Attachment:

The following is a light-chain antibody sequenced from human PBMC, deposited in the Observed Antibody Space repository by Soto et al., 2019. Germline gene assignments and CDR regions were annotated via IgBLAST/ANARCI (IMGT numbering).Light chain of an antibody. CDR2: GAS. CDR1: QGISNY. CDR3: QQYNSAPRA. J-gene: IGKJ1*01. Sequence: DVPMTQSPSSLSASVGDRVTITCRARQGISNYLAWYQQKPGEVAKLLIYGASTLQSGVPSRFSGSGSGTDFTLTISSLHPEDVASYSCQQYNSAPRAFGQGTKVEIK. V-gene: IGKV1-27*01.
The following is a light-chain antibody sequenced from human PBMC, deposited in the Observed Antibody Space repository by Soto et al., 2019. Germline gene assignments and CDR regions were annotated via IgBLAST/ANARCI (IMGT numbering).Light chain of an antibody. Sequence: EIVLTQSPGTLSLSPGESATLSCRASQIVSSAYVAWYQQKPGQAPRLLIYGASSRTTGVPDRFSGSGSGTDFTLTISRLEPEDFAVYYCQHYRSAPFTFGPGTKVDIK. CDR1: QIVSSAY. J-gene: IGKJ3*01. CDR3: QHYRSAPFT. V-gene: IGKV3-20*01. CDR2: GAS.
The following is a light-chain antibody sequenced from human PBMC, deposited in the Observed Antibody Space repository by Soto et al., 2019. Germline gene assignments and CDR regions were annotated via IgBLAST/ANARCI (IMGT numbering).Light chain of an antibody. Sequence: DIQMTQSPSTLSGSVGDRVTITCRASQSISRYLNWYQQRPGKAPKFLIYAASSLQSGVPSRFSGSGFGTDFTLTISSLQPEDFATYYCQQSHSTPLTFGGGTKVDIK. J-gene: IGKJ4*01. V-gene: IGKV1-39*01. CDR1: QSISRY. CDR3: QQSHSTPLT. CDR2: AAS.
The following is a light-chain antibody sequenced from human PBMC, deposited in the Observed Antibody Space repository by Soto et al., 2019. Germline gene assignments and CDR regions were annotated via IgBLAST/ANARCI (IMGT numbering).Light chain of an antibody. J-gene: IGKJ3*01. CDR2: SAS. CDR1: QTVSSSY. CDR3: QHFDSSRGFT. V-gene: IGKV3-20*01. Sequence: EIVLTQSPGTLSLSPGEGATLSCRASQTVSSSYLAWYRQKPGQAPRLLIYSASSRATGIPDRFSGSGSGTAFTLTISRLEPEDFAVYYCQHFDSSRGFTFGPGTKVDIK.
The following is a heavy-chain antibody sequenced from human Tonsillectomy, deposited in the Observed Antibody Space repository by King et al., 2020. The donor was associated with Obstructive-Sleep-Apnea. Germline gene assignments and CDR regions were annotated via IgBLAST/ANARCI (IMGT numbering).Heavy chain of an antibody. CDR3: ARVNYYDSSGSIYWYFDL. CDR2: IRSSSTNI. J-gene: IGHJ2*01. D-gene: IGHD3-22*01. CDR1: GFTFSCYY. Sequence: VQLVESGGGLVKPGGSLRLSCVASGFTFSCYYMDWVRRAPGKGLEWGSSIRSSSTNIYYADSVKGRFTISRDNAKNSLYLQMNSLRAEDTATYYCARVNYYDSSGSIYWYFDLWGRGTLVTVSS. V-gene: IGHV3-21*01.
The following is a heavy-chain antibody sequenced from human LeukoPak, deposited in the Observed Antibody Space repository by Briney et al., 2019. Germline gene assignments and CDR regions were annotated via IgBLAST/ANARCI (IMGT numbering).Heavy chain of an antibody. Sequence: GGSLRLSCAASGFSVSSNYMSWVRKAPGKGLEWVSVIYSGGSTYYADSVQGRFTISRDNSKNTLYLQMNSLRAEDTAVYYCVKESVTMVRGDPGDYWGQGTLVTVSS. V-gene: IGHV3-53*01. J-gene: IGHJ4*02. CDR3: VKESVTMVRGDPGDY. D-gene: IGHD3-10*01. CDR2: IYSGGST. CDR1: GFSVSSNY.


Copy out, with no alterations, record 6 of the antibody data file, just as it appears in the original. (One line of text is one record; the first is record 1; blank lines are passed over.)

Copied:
The following is a heavy-chain antibody sequenced from human LeukoPak, deposited in the Observed Antibody Space repository by Briney et al., 2019. Germline gene assignments and CDR regions were annotated via IgBLAST/ANARCI (IMGT numbering).Heavy chain of an antibody. Sequence: GGSLRLSCAASGFSVSSNYMSWVRKAPGKGLEWVSVIYSGGSTYYADSVQGRFTISRDNSKNTLYLQMNSLRAEDTAVYYCVKESVTMVRGDPGDYWGQGTLVTVSS. V-gene: IGHV3-53*01. J-gene: IGHJ4*02. CDR3: VKESVTMVRGDPGDY. D-gene: IGHD3-10*01. CDR2: IYSGGST. CDR1: GFSVSSNY.